High Risk Pregnancy

Advanced Maternal Age

Advanced maternal age is defined as any expectant mother who will have made her 35th birthday by the time she delivers. Although this is the usual definition in the medical literature, it must be remembered that nothing happens suddenly on the midnight of your 35th birthday!! What I mean is that the risks or problems associated with increasing maternal age start earlier (approximately 30 years of age) and even between the ages of 30-35, there is a slight increase in risks (for instance, your risk of having a baby affected with Down Syndrome).

In modern times, with women playing important roles in their careers, they have to delay having babies in order to achieve these positions. Hence, these highly intelligent, motivated and successful set of women find themselves labeled as ‘advanced age’ mothers! Indeed, they constitute a high-risk group with their own set of risk factors in pregnancy and delivery.

Down Syndrome

This is the most common chromosomal abnormality found in live born babies. The general occurrence of this condition is approximately 1 in 1000 births. However, its frequency is directly related to maternal age, as can be seen in the table below.

Maternal Age at Delivery
Risk at Term
32
1/725
33
1/592
34
1/465
35
1/365
36
1/287
37
1/255
38
1/177
39
1/139
40
1/109
41
1/85
42
1/67
43
1/53
44
1/41
45
1/32
46
1/25
47
1/20
48
1/16
49
1/12

At 40, the chance of Down Syndrome is 1 in 109. However, as can be seen, there is a steady rise in the risk and it is important to remember that ‘low’ risk is not ‘no risk’.

The reason that chromosomal problems go up with advancing maternal ageis because the egg a woman conceives with, is as old as she is. Every woman was born with all of the eggs she ovulates with for the rest of her post-pubescent, pre-menopausal life. So if you’re 25, and your Mom was 25 when she conceived you, then you’re the product of an egg that developed 50 years ago!

So what should I do to prevent / avoid a Down Syndrome baby?

Screening tests – It is important to undergo certain screening tests like Nuchal translucency screening with biochemical markers in your blood. This test, also called as First trimester screening, is carries out between 11-13 weeks of pregnancy. It is important to have it performed by practionners who are well versed and certified in performing these tests. The Fetal Medicine Foundation (FMF) is the charity that trains and audits practionners from all over the world in this technique.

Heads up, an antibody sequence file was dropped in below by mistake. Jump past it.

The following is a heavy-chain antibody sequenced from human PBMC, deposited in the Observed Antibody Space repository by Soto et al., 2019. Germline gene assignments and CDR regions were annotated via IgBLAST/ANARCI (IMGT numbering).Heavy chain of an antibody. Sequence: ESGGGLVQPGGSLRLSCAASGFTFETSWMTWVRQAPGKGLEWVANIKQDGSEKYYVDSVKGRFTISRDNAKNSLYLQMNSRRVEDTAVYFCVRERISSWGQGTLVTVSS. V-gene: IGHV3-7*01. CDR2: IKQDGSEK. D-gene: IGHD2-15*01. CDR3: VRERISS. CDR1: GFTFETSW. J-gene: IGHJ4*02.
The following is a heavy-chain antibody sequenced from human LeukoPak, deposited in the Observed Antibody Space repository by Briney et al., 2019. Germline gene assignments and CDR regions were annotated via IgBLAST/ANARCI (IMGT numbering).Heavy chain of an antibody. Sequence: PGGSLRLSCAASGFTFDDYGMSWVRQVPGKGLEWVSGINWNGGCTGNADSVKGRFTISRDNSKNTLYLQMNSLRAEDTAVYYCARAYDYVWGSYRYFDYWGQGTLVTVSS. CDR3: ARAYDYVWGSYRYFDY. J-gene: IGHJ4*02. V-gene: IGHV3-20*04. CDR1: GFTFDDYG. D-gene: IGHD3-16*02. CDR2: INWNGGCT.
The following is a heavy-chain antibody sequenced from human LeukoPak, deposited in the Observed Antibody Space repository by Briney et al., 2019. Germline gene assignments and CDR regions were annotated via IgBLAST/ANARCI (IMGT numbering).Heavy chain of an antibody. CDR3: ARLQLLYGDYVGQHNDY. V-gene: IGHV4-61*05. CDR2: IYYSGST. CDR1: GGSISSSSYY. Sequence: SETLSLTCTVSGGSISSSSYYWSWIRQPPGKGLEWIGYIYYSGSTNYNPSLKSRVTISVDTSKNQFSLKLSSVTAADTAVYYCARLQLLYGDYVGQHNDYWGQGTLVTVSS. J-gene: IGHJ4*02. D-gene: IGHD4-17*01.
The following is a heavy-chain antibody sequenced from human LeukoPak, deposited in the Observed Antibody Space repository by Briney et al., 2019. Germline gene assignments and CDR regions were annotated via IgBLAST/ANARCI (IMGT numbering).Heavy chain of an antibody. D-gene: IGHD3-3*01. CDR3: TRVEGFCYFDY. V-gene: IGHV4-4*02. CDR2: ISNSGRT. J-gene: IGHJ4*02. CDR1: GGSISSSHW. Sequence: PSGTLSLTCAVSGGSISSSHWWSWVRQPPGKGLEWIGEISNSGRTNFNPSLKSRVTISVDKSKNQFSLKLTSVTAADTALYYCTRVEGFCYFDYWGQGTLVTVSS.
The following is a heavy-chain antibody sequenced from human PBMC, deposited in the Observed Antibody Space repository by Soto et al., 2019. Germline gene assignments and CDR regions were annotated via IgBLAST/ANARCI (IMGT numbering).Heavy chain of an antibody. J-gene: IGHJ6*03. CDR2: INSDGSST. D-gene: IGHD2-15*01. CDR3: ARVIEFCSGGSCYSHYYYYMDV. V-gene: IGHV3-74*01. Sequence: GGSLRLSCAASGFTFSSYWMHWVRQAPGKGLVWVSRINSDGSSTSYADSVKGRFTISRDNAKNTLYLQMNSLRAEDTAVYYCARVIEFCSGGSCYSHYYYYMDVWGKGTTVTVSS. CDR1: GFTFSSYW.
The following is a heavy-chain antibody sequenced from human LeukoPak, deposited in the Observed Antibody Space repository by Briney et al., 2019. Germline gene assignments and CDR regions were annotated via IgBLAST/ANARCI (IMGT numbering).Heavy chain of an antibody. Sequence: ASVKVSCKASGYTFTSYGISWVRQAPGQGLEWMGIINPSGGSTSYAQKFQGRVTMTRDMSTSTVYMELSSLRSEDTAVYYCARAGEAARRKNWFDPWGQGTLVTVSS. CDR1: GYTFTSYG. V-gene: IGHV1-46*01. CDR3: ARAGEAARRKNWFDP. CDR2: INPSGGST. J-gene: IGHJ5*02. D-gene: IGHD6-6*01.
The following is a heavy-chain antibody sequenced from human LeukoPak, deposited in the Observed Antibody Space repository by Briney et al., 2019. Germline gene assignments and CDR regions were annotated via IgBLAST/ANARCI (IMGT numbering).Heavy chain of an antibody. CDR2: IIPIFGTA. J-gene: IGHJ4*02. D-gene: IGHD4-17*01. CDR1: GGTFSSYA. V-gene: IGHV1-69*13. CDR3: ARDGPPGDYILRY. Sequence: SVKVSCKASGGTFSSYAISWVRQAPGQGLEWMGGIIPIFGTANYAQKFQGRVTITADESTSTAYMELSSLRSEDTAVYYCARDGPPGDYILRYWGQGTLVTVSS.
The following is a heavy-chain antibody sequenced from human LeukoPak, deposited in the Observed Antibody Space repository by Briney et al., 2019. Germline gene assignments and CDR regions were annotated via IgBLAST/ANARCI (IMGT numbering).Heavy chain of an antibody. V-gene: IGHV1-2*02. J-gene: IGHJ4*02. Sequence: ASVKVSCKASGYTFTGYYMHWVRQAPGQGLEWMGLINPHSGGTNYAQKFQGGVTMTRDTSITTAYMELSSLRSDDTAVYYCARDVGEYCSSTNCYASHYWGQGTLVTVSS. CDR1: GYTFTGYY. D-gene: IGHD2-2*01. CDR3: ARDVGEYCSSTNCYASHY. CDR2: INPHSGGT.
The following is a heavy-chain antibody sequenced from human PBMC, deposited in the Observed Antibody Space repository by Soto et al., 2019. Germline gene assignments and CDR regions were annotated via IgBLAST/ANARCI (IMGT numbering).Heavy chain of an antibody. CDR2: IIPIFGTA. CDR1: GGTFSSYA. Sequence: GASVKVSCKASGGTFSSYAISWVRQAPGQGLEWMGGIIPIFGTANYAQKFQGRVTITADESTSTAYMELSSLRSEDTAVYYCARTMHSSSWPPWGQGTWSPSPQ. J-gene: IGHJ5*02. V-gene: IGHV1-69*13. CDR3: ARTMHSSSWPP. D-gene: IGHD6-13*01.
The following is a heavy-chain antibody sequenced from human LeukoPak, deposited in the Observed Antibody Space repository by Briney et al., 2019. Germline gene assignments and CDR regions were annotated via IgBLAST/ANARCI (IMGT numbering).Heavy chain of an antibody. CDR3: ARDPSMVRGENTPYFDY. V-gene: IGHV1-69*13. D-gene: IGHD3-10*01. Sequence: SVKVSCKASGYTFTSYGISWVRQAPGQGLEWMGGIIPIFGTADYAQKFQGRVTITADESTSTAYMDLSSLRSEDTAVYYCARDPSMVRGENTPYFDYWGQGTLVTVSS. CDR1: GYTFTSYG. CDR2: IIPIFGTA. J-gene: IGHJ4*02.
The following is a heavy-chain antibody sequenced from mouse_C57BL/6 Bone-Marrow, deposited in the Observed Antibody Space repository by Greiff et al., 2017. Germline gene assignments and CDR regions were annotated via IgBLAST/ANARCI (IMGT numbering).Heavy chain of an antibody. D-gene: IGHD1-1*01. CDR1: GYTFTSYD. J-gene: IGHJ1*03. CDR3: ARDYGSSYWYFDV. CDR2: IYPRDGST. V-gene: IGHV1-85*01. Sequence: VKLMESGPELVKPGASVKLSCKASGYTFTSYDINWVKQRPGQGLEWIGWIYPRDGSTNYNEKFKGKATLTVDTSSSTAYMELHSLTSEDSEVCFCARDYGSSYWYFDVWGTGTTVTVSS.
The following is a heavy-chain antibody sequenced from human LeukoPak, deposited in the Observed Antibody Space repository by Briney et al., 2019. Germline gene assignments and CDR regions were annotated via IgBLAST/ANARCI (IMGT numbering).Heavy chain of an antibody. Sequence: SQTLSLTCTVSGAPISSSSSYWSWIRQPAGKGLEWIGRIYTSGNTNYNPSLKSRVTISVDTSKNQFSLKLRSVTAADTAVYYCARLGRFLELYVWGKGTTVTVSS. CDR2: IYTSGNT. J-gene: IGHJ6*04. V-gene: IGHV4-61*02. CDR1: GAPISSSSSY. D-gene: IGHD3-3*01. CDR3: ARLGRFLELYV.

Look for a FMF certified sonologist or fetal medicine expert in your area and they would be the best person to perform this test for you.

Diagnostic tests – While the screening tests can tell you your risk of carrying an affected baby, they are not able to give you a ‘yes or no’ type answer. In practice, what is done is that the screening test is performed first and then if the risk is ‘high’ (above 1 in 300) then a further diagnostic test is advised.

The diagnostic tests are – amniocentesis or chorionic villous sampling.

For more information on the above test, please contact us

Twins

Identical (monozygotic, or twinning from a single egg–”identical”) twins happens once in 250 pregnancies. This is unaffected by age, race, or any other factors. Dizygotic twins (twins from fertilization of two eggs), are more frequent in older mothers. They are also increased with the use of ‘fertlity drugs’ and artificial reproduction techniques (IVF, ICSI, etc).

Other Risks

  • Pregnancy-induced Hypertension
  • Gestational diabetes
  • Placental abruption
  • Increased risks of fibroids and the problems they cause in pregnancy
  • Increased risk of Ceasarean section / assisted births